As solitaries, whether in practice or simply our natural personality we must be so careful not to be superior in our attitudes. Come and be with ordinary folk a while, re-discover the Body of Christ, the muddly, imperfect, tone-deaf, literary simpletons that make up Christ's beautiful body on Earth.

And please, from my heart, can you practice kindness about ministers? Cynicism is so much a part of today's culture, it is tiring and draining, not life-giving.

10:18 pm, April 01, 2013  
Blogger Maggie Ross said...

Dear Penny,

I think you are mistaking grief and frustration for 'superiority'. I have no problems with a village church such as you describe; in fact I far prefer it to a cathedral. But it is the clergy that short-circuit and dumb down liturgies for these folk, and treat them like idiots—I am quoting my friend who is a life-long Devon rural resident.

My Christmas was at the other end of the scale. It was in a cathedral and was a caricature of what a Christmas service should be. I had a similar experience at Exeter cathedral some years ago for the Advent service when the then dean decided it was an appropriate time for the chapter to exhibit their toe-curling school exercises in composing carols; it was the worst Advent liturgy I'd ever been to.

I much prefer the company of what you rather superiorly call "muddy, imperfect, tone-deaf, literary simpletons" —left to themselves they would create the liturgies they need, and very beautiful ones at that.

My friend I'm visiting had a phone call over Easter from a Jewish friend of hers in New Zealand: the same thing is happening there, and the folk are leaving the synagogues to have their own liturgies in groups in people's homes.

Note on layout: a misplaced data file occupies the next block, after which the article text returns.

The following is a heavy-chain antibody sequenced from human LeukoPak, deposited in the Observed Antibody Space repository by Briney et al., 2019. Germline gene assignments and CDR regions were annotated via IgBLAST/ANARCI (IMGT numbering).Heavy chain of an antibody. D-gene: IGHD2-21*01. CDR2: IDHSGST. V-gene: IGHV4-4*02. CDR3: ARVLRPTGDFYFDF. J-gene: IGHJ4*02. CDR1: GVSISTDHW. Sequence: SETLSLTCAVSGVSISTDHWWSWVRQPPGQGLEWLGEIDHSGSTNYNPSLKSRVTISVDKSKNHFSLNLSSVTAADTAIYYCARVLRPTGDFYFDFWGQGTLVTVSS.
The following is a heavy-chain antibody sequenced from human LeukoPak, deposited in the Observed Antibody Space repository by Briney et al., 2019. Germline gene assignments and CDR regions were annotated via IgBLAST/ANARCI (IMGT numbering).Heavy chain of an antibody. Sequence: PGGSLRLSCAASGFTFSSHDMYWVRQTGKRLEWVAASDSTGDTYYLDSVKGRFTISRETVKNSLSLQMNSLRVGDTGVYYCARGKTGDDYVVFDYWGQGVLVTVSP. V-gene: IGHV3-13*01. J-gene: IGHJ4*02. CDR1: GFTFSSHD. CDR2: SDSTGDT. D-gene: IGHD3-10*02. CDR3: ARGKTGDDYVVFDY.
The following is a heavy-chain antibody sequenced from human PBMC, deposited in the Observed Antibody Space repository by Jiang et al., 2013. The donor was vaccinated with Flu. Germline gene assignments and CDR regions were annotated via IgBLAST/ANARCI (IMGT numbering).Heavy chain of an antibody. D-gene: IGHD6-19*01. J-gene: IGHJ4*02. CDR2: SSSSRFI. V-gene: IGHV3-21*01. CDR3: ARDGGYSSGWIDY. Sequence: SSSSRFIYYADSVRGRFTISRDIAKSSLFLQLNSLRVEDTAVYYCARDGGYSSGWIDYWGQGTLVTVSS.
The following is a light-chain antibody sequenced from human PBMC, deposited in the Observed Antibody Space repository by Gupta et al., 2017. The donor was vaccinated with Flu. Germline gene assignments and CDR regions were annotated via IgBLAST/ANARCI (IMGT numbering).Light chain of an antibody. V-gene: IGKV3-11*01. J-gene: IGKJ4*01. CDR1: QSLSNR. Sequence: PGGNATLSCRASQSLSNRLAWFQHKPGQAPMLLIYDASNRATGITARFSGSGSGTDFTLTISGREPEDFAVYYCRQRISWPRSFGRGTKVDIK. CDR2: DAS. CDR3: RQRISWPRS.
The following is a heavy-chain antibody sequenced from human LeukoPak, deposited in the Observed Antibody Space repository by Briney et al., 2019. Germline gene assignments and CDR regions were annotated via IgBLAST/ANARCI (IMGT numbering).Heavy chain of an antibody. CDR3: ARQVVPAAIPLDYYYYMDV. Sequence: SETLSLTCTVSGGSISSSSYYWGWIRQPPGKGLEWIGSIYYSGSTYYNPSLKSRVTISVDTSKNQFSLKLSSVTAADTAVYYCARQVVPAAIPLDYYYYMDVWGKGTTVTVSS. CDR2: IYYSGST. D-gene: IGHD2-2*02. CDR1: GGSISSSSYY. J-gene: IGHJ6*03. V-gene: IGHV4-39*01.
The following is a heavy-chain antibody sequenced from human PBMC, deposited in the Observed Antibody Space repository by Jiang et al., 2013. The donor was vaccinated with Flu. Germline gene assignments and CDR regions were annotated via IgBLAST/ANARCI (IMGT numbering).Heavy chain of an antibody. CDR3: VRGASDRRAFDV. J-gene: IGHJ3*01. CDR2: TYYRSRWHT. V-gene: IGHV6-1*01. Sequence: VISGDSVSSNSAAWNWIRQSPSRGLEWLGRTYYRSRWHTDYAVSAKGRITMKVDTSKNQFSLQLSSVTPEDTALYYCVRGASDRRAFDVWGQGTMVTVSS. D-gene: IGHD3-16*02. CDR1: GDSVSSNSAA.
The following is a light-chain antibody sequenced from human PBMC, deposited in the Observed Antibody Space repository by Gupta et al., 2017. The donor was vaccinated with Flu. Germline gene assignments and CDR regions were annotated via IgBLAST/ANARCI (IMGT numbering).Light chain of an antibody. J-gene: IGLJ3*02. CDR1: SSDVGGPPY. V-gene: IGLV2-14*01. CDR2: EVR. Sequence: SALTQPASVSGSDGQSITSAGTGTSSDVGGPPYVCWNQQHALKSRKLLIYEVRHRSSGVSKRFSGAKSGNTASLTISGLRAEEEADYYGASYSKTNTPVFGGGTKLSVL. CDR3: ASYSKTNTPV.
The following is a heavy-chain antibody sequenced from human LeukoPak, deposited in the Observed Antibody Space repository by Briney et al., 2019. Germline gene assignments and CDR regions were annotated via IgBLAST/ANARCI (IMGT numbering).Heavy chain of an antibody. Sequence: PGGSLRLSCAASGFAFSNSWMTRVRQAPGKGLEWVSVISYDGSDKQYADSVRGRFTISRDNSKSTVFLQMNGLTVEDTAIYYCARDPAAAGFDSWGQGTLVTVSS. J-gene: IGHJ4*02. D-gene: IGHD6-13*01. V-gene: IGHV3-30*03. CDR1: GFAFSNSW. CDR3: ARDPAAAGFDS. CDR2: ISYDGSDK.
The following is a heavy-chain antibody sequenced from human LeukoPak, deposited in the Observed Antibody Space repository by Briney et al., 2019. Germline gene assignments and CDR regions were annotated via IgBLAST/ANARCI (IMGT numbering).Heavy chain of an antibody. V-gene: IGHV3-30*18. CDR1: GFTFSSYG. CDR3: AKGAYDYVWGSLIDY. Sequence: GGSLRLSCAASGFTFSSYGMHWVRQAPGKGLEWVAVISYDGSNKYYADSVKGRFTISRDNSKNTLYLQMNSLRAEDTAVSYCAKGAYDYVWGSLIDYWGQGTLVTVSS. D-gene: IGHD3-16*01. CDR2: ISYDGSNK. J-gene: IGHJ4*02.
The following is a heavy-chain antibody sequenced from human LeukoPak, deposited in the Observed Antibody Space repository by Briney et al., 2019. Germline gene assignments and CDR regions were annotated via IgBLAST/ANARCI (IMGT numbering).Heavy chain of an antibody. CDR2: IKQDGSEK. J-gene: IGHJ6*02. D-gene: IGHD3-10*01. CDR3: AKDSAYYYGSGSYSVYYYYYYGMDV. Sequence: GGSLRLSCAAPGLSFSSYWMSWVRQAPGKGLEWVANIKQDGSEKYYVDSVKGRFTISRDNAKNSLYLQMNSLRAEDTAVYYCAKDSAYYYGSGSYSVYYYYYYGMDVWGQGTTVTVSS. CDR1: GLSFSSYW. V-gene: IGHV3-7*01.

I am sure some of the clergy are well-intentioned, but the vast majority I have met are simply out for the power and preferment. The bishop of Exeter is, thank God, retiring: the diocese is known in official circles as a 'problem' diocese because of him.

"Our tiny flock' is also a rather patronizing phrase, don't you think? We 'sheep' do not want to be taken care of; we want to be helped to be spiritually mature—rather difficult when the the majority of the shepherds not only haven't a clue what that is but are threatened by the very idea.

9:51 am, April 02, 2013  
Anonymous sgl said...

to anonymous who mentioned alan watts' behold the spirit, thanks for mentioning it. i've read some of the intro online via amazon's 'look inside' feature, and found it quite interesting. i'll likely try to get a library copy at some point.

and i also found a free online version of his book "Myth And Ritual In Christianity (1954)", which is also interesting.

8:42 pm, April 02, 2013  
Anonymous Penny Warren said...

I take your point about the 'tiny flock'. I included myself in that, likewise the muddy..literary simpletons.. I have proved that eloquantly.

A great grief is hard to express. I think that maybe Christ would somehow draw us into grief with him. Such a grief has truth deep in it, it is healing and life-giving though full of pain. Different to that critisism that we all experience, especially within family or community that leaves us feeling hurt and useless. Your words have sometimes felt like the latter, but I will be open to it being the former.

11:52 am, April 03, 2013